What good news that is! DAS is very pleased to know that Chrysler is determined to be environmentally responsible and we welcome the corporation to our Safe Passage family.
The following buildings have agreed to implement Project Safe Passage Great Lakes by turning out their lights between the hours of 11:00 P.M. and Dawn during the fall and spring migration periods. It should be noted that certain lights may not be turned off due to circumstances beyond the control of the operators, such as code requirements or tenant rights.
Blue Cross/Blue Shield of Michigan
Building Owners and Managers Association of Metropolitan Detroit (BOMA)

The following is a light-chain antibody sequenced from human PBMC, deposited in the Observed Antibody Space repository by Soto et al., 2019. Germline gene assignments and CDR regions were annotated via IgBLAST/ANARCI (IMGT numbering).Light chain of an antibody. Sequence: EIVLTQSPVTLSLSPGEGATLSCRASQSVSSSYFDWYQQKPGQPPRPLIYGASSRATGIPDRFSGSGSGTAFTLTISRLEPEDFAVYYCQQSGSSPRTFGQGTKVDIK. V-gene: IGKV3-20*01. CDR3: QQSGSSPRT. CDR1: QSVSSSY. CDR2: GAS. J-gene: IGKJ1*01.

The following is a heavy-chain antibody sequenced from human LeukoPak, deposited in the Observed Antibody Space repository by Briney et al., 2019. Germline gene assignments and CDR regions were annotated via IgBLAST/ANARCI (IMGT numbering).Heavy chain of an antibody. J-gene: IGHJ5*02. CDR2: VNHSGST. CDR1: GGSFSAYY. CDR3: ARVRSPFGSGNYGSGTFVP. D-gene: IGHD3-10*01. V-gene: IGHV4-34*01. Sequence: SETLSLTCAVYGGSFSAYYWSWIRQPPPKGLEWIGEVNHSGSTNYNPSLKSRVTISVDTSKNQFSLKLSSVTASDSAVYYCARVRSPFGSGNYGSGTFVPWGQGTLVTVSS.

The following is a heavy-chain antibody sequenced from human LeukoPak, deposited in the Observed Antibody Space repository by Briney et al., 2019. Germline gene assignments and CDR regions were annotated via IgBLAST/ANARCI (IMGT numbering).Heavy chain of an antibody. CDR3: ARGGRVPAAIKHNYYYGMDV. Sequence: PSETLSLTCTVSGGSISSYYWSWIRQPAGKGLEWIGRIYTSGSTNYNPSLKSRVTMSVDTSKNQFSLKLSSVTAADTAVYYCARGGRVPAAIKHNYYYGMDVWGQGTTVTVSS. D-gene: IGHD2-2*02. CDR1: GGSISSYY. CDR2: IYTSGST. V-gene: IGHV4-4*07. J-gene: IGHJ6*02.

City of Mt. Clemens
City of Southfield
Chrysler World Headquarters and Technology Center
Coleman A. Young Municipal Building
Detroit Opera Company
Ford Motor Company
General Motors LLC
Kelly Services, Troy MI
Macomb County Board of Commissioners
Oakland County Board of Commissioners
PNC Bank Center, Troy MI
State of Michigan Government Buildings
Wayne County Board of Comissioners
Wayne State University
Jackson, Michigan Buildings:
The Blake Building
First Baptist Church
Jackson City Hall
Jackson County Tower Building
Consumers Energy, One Energy Plaza
Consumers Energy Environmental Laboratory Services
Foot Hospital Buildings, North East Ave. and One Jackson Square
If you live or work where you can monitor compliance or can contact your building management or draw your own blinds at night, please contact the DAS office by phone (248) 354-5804, by mail (24433 W 9 Mile Rd. Southfield, MI 48033), or by e-mail (firstname.lastname@example.org) and leave your contact information. We’ll be in touch.